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The Mona Lisa of Gaza

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The Center for Political and Development Studies, CPDS, organized a discussion on Thursday, September 3, about the recently released book Gaza Unsilenced with its co-editors Refaat Alareer and Laila Al-Haddad, which was attended by students and activists who came to learn more about the book from its editors, both of whom are from Gaza.

Refaat Alareer, a lecturer of English Literature and creative writing at the Islamic University of Gaza and the editor of Gaza Writes Back, spoke of his personal experience co-editing in the book. Alareer’s family home, which sheltered his extended family, was destroyed:

Some of you may know, I was not in Gaza in summer 2014, and someone told me that my brother was likely killed in Shuja’iyya, and you all know what happened there. After calling my family, and after two days of waiting, the news was confirmed. Our four-story home was destroyed. All our memories were buried under the rubble; it took us 30 years to build the house.

Alareer explained that his family went to the site of the demolished house and upon seeing the destruction, one of his sons said:

“I wish I had not come here.”

Refaat Alareer, lecturer of English Literature and creative writing at the Islamic University of Gaza speaks of his personal experience co-editing Gaza Unsilenced. CPDS, Gaza September 5,2015
Refaat Alareer, lecturer of English Literature and creative writing at the Islamic University of Gaza speaks of his personal experience co-editing Gaza Unsilenced. CPDS, Gaza September 5,2015

Alareer’s brother, Mohammed (or Hamada as Refaat calls him), left a wife and two kids. His kids keep asking, according to Alareer, about ‘when their father will be back.’ Alareer added that it was him as a child who named his brother ‘Hamada’, and that he was special to him, noting that this book came so that “he is not reduced into a number.”

“The story of my brother is the story of every single Palestinian in Gaza,” he concluded.

Gaza Unsilenced reveals a broad view of Palestinian resistance and struggle in the face of decades of Israeli occupation, oppression, and barbarity showcasing voices of Palestinians struggling for freedom while exposing the criminality of Israeli policies against non-Jews in Palestine.

Dozens of writers and authors contributed the essays and stories in the book, both Palestinians and non-Palestinians, including Ali Abunimah, Ramzi Baroud, Diana Buttu, Jonathan Cook, Belal Dabour, Richard Falk, Chris Hedges, Hatim Kanaaneh, Rashid Khalidi, Eman Mohammed and many more. The book was published by Just World Books, which also published Al-Haddad’s two books, Gaza Mom and Gaza Kitchen and Alareer’s Gaza Writes Back.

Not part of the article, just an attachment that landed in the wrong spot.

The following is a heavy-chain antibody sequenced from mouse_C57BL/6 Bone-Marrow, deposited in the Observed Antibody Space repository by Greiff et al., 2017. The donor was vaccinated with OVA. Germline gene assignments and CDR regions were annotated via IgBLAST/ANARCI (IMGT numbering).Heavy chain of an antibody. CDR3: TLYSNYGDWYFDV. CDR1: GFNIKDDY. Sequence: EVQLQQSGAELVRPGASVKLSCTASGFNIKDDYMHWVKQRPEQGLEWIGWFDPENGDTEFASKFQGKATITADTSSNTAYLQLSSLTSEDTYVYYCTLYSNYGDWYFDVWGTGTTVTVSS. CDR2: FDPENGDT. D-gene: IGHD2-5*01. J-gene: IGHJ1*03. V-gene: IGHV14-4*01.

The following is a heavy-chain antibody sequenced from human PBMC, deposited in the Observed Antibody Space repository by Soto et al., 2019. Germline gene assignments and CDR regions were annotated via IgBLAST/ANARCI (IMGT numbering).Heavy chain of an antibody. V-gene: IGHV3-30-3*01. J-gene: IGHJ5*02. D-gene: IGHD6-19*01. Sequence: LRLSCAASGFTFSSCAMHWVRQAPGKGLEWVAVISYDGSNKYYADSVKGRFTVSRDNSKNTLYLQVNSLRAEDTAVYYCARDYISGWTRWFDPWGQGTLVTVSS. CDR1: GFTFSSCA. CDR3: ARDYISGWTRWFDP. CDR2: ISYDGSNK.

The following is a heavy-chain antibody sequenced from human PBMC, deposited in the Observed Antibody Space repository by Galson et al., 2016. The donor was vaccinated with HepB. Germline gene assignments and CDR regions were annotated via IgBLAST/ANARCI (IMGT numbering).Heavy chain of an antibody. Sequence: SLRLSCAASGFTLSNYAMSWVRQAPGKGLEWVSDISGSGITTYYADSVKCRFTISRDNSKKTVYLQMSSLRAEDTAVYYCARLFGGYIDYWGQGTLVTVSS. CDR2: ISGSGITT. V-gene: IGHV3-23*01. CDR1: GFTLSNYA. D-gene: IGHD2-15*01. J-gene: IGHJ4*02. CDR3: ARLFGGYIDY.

Laila El-Haddad, co-editor of Gaza Unsilenced
Laila El-Haddad, co-editor of Gaza Unsilenced

Laila Al-Haddad, herself a Palestinian from Gaza, based in the U.S., joined the discussion via skype, adding: “owning the Palestinian narrative is important,” and that “both editors are from Palestine, Gaza.” Commenting on the impact the book had, Al-Haddad noted: “the book was just literally released, but it had an impact on U.S. audience. I attended a talk in D.C. and the room was packed.” Stressing the role of young people in narrating what is going in Palestine and Gaza, Al-Haddad urged the attendees to write in both English and Arabic to educate as many people as they could.

A book should not be judged by its cover, many think. The cover art photo of Gaza Unsilenced, a girl’s face is pockmarked by shrapnel in dozens of places, “is amazing and tells the story of Gaza,” concluded Al-Haddad. Alareer added:

“She is the Mona Lisa of Gaza.” 

The book is available worldwide except in Gaza.

The book discussion, one among a series of talks held under Hashim Yeop Sani Library at CPDS, aims to highlight recent books on Palestine. 

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i’ve read this powerful book and highly recommend it. so weird it’s unavailable in Gaza — i will never get used to this blockade.

I look forward to Andrea Mitchell interviewing Tom Friedman about this book.

I confess that I kinda glossed over this article because “Mona Lisa of…” seemed too trite by half. But then I looked at the photo and a few minutes later realized I had been, and was still, staring at it, deciphering her meaning, plumbing the depths of her experience and existence, opening and closing mental doors, and generally feeling things I could never feel without her help. All because of that smile. The photo alone… Read more »

geez

There is the image I’ve been waiting to put on a t-shirt.